Yup, that's right, the company that makes 99.99% of its profits from games is still making cards for the Japanese market. Sound strange? Well it kind of is from a business perspective. However, many older Japanese still associate the name nintendo with the traditional card game hanafuda (花札) as opposed to Mario and Luigi. Keeping the card business alive is more of a nostalgic tradition than an actual money maker.
Hana fuda is a game that is traditionally played at family gatherings, especially during the New Years holidays. Originally based on Edo-era gambling using Portuguese player cards brought over by missionaries, it involves the pairing of colored cards in order to collect points. The Kyoto-based Nintendo corporation had the distinction of producing one of the most widely used sets of hana fuda cards in Japan, known as the dai-toryo (大統領) or "president" series. These decks are based on the handmade designs of Nintendo's founder, Yamuchi Fusajiro and are a staple item in most households in Japan.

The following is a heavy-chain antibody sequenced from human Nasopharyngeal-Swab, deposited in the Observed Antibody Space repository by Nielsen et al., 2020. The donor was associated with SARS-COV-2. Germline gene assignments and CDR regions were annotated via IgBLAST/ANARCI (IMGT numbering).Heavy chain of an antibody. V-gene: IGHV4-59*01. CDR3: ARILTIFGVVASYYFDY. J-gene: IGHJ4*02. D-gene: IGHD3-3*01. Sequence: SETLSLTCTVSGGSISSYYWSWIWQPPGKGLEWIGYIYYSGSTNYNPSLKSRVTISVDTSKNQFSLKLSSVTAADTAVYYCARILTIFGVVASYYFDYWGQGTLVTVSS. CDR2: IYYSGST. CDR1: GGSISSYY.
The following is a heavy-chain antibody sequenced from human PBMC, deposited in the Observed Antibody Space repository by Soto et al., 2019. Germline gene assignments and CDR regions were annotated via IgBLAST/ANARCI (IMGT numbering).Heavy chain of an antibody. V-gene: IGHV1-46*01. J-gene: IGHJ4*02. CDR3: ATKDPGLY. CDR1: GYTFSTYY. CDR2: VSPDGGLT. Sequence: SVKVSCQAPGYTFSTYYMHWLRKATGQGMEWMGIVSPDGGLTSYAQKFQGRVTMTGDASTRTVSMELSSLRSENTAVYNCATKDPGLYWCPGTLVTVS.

If you are in Japan and you are interested in picking up some Nintendo history, you can navigate on over to Nintendo's そのほかの商品 (sonno hoka no shohin, "other products") page and grab yourself some traditional hana fuda cards. The company also sells other traditional Japanese games such as hyakuninisshu (百人一首), i-go (囲碁), and shogi (将棋).